Moisten your mouth. Dr. Salkin recommends sucking on ice chips or a lemon drop if you are suffering from gum irritation due to dry mouth. That should be enough to replenish any missing saliva.

Use peroxide power. Many of the bacteria that cause gum pain cannot survive in oxygen, so some dentists recommend the use of everyday hydrogen peroxide, which you can pick up at any pharmacy and dilute. Dr. Low advises using a rinse of half water, half hydrogen peroxide.

Dab with baking soda. Another way to discourage bacteria is with house-hold baking soda. Just make a paste of baking soda mixed with water and apply it gently on the gums, suggests Dr. Low. But be careful. Overzealous use can abrade gum tissue.

Numb that gum. If you have a burn, a cut, an ulceration or any problem on the skin of the gum, Dr. Kornman says the best thing you can do is apply one of many over-the-counter gels or ointments that contain benzocaine. It’s numbing action delivers instant relief. It also knocks out much of the pain associated with serious gum infections.

Anyone for tea? Some doctors suggest holding a wet tea bag against a gum abrasion or canker sore. Tea leaves contain tannic acid, an astringent that also has some pain-relieving power.

Say no to tobacco. “We see greater gum destruction in smokers,” warns Dr. Salkin. He points out that smoking contributes to gum problems and can exacerbate ay infectious or ulcerative conditions. Chewing tobacco is another gum irritant and can lead to a variety of gum cancers, according to Dr. Salkin. In addition, smoking often contributes to the onset trench mouth and worsens the condition if you already have it.*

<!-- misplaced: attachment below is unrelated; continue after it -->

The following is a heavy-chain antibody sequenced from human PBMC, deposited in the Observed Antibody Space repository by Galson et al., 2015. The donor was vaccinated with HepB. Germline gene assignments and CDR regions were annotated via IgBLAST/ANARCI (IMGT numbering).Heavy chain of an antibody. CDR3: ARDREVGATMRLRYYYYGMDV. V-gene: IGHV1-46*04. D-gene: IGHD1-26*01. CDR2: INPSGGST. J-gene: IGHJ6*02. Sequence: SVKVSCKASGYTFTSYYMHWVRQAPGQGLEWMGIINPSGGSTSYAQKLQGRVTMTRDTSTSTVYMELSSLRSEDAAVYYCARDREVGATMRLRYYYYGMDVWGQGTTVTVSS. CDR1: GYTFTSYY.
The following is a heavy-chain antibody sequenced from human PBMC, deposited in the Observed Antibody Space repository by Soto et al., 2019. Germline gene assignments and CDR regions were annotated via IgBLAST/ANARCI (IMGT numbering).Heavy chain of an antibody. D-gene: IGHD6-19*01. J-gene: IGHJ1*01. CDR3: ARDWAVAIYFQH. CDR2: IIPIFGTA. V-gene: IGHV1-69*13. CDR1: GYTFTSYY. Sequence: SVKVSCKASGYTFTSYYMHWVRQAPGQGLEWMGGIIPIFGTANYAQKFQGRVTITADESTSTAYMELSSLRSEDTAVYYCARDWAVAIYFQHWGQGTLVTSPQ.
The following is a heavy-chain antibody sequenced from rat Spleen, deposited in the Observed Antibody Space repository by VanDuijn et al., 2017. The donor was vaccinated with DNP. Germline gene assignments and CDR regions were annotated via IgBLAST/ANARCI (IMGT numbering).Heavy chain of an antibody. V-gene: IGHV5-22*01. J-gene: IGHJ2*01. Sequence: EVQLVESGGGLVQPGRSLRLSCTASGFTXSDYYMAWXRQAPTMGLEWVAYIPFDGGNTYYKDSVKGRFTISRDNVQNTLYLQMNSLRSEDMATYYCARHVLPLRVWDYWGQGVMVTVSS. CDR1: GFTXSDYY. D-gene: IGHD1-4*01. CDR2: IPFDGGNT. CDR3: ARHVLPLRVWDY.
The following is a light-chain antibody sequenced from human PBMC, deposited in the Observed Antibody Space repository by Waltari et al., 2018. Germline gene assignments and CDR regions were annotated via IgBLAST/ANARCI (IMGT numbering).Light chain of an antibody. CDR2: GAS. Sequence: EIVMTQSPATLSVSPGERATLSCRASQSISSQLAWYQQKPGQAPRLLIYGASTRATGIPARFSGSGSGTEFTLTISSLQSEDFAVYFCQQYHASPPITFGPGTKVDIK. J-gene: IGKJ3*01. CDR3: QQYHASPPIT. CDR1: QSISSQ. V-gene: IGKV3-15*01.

The Doctors Book of Home Remedies II  By:Sid Kirchheimer and the Editors of PREVENTION Magazine Health Books  1993


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Periodontal Disease Video

This video was found on You Tube and I thought it would be very informative for anyone who may or may not have gum disease.  It informs you about new studies that were found linking heart disease with gum disease.  It also tells you the steps that should be taken when dealing with periodontal disease such as deep cleanings (scaling and root planing) and also about Arestin the local antibiotic that is placed in only the infected sites.  There are three areas around a tooth(or 192 sites in your mouth including wisdom teeth).  The best way to find out if you have periodontal disease is to have your hygieneist do a periodontal probing.  This detects the bone loss and determines if the teeth are able to be treated or if extractions are necessary.  It only takes a few minutes and is not painful.  At this time the hygienist can determine what type of cleaning would need to be performed.  Pocket depths of 1,2 and 3’s are healthy, 4’s to 7’s are moderate periodontal disease and 8’s to 12’s indicate severe periodontal disease; at this stage they may be mobile, loose or falling out.  If you are diagnosed with periodontal disease and it is not too severe, you will need deep cleanings followed by more frequent cleanings about every 3 to 4 months.  This helps keep the bacteria down and also speeds up the healing process.  It is important that you brush twice a day and floss at least once a day.  Just click on the link below to view video.  Hope you fine it to be interesting.  Thank you Dr.Paul Caputo in Tampa Bay Palm Harbor area.